ministones

The things that will never make it in the baby books and other musings from a stay at home mom

Monday, June 06, 2005

A cow says moo, and a second child says "me, too"

I was cleaning up my kitchen the other day (OK, I was really basically just moving crap from one pile to another) when I came across a list I'd made when Julia was about 16 1/2 months old. She had just begun what ended up being the language explosion that took her from 8 words total to 8 word sentences in 3 months, and I, diligent mother that I professed to be, had written down the words she knew for posterity. Lazy mother that I actually am, I never actually filed the list in her baby book after the fact, but that's probably just as well, since I'd never think to look there for anything other than dust bunnies. It was much more fun to come upon the piece of paper accidentally, and I immediately abandoned my tidying up in order to study it.

Needless to say, the cardinal "thou shalt not compare" rule of parenting went out the window as soon as I realized that the list had been written when Julia was almost exactly Evan's age. But for once, no one was "ahead" or "behind," and it turned out that their word count tallies at this age were nearly identical. That's where the similarities ended, though, and the differences soon had me laughing.

Both of my children had about three dozen words or phrases in their 16 month repertoires. But despite all of that vocabulary, my firstborn child could apparently say nearly nothing of any use whatsoever at this age. Of course, I didn't realize that at the time, primarily because she could perform such great party tricks: naming animals and the sounds they make, point out her body parts, etc. But unless we were having a conversation about a farm or human anatomy, she frankly didn't have much to bring to the table.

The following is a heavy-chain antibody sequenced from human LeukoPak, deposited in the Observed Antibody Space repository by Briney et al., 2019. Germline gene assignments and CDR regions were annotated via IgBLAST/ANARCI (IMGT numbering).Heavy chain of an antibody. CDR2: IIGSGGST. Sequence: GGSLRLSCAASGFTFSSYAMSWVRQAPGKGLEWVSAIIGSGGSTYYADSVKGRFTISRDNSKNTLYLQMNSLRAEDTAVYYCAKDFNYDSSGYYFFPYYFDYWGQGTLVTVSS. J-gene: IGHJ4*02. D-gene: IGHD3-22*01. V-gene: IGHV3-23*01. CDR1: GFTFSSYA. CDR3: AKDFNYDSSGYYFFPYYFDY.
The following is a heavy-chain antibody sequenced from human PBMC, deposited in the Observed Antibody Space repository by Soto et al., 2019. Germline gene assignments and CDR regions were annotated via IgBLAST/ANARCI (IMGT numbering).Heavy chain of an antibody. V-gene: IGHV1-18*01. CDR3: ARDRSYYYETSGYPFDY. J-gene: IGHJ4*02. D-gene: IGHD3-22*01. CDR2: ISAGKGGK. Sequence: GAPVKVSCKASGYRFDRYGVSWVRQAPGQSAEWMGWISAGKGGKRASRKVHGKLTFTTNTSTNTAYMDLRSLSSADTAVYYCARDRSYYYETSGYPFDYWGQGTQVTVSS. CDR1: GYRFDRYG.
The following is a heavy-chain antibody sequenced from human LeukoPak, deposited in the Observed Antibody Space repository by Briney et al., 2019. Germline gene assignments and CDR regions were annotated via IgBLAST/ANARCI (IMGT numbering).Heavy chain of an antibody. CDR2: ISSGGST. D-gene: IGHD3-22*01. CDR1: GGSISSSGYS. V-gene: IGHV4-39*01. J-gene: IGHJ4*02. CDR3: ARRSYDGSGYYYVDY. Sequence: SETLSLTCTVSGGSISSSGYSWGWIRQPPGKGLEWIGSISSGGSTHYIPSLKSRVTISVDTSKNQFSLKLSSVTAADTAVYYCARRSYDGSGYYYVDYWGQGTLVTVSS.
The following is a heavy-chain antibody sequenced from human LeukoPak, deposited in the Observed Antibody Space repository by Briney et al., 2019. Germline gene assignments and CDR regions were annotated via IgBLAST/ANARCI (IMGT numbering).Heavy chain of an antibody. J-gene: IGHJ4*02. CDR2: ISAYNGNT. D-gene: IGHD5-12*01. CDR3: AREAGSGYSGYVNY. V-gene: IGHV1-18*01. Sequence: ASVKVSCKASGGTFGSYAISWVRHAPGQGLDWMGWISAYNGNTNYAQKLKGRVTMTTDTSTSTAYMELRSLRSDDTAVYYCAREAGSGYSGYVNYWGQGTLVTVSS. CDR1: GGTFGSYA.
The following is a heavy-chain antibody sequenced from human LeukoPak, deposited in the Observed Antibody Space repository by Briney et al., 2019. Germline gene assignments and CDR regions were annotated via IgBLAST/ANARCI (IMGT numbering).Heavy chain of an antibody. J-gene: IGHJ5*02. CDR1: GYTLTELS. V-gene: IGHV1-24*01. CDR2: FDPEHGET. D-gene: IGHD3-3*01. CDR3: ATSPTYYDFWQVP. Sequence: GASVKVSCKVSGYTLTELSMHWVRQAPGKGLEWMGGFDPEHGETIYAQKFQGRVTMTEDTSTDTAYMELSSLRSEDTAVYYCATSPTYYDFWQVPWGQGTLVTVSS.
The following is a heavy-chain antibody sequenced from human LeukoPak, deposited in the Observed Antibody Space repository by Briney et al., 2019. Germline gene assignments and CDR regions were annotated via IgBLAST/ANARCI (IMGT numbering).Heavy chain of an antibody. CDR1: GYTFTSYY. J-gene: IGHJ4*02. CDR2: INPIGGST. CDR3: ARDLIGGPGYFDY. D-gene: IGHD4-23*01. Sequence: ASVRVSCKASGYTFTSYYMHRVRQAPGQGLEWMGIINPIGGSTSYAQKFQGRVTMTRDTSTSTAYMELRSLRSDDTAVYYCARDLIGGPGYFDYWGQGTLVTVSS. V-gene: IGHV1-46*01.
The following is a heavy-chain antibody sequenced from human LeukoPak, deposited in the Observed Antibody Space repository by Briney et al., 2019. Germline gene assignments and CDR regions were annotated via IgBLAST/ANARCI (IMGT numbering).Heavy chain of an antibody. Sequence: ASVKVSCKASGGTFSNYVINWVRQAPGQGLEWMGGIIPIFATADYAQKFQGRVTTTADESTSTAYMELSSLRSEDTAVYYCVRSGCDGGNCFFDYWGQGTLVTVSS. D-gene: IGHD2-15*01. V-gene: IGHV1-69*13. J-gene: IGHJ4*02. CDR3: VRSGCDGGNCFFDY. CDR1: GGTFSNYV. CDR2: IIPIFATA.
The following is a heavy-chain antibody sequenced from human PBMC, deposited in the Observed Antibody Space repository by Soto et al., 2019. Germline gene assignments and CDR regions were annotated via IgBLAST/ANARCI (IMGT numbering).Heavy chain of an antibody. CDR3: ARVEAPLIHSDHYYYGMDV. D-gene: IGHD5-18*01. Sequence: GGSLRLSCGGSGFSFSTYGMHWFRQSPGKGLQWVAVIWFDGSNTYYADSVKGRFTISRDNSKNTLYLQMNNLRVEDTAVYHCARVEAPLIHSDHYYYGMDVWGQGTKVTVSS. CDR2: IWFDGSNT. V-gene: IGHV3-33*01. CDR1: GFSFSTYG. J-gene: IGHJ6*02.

Evan, on the other hand, has got none of that crap... I don't think he'd know a snake if it slithered up to him, let alone the sound it makes, and he's still a little unclear on the location of his nose. But he can tell me what's what. When the kid's done eating, he says "all done." When you ask who's going to be the first one to do something, he says "I am." He can't tell you that he's gripping a Fisher Price cow for dear life. But he can damn well let you know that it's his and he's definitely going to tell you "no" if you try to take it away from him.

Julia's early vocabulary was clearly all taught to her by well meaning adults. Her list of words said "someone who loves me is carefully exposing me to the world around me." But it was almost entirely functionally useless. In contrast, Evan's vocabulary has appeared with no great input on my part. His list of words says "hey... look at me... I'm here, too!" But as a result, language serves a real purpose in his daily life. I guess I do feel a little guilty that I don't spend as much time cultivating my younger child as I did the older one. But I also feel proud that he's doing such a good job of finding his way in the world on his own. And I continue to suspect that in the long run, he'll be better served by my slight negligence than Julia was by my constant attention.

Julia eventually learned to express her wants and needs as freely as her arcane knowledge, and I'm sure that Evan will someday be equally capable of identifying his chin or telling you what a goat says. But for this brief moment in time, one of the stark differences in the ways I'm uninentionally raising my kids was all too apparent. And then this morning, Evan picked up a plastic dinosaur at a friend's house and started to roar. I couldn't figure out where the heck he got that from, until I realized Julia must have taught him. I was glad to know she's started picking up the slack for me. Maybe she'll start in on body parts next.

1 Comments:

At 7:19 PM, Anonymous Gretchen C. said...

Oh my goodness -- Matt too! He's still a little fuzzy on what all the animals say, but he will tell you clear as a bell, No. Don't touch my clothes. Always announcing himself. This is Matt. This is me.

 

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